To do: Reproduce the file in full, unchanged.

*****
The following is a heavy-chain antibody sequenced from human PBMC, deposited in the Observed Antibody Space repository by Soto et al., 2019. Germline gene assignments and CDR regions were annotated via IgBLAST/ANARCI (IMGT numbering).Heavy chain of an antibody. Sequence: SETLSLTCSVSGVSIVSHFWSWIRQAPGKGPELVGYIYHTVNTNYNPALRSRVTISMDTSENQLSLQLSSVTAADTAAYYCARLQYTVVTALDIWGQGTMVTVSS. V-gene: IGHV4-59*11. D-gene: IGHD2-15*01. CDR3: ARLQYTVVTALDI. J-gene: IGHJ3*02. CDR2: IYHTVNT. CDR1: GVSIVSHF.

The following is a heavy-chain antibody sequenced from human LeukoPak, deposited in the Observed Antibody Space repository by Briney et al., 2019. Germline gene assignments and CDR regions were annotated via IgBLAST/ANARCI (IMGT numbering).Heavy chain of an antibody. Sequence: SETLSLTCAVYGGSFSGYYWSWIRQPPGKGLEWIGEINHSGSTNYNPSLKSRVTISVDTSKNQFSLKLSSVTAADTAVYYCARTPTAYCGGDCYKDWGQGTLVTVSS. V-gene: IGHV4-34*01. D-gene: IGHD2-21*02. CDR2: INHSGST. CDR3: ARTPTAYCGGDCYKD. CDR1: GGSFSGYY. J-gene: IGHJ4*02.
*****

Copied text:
The following is a heavy-chain antibody sequenced from human PBMC, deposited in the Observed Antibody Space repository by Soto et al., 2019. Germline gene assignments and CDR regions were annotated via IgBLAST/ANARCI (IMGT numbering).Heavy chain of an antibody. Sequence: SETLSLTCSVSGVSIVSHFWSWIRQAPGKGPELVGYIYHTVNTNYNPALRSRVTISMDTSENQLSLQLSSVTAADTAAYYCARLQYTVVTALDIWGQGTMVTVSS. V-gene: IGHV4-59*11. D-gene: IGHD2-15*01. CDR3: ARLQYTVVTALDI. J-gene: IGHJ3*02. CDR2: IYHTVNT. CDR1: GVSIVSHF.

The following is a heavy-chain antibody sequenced from human LeukoPak, deposited in the Observed Antibody Space repository by Briney et al., 2019. Germline gene assignments and CDR regions were annotated via IgBLAST/ANARCI (IMGT numbering).Heavy chain of an antibody. Sequence: SETLSLTCAVYGGSFSGYYWSWIRQPPGKGLEWIGEINHSGSTNYNPSLKSRVTISVDTSKNQFSLKLSSVTAADTAVYYCARTPTAYCGGDCYKDWGQGTLVTVSS. V-gene: IGHV4-34*01. D-gene: IGHD2-21*02. CDR2: INHSGST. CDR3: ARTPTAYCGGDCYKD. CDR1: GGSFSGYY. J-gene: IGHJ4*02.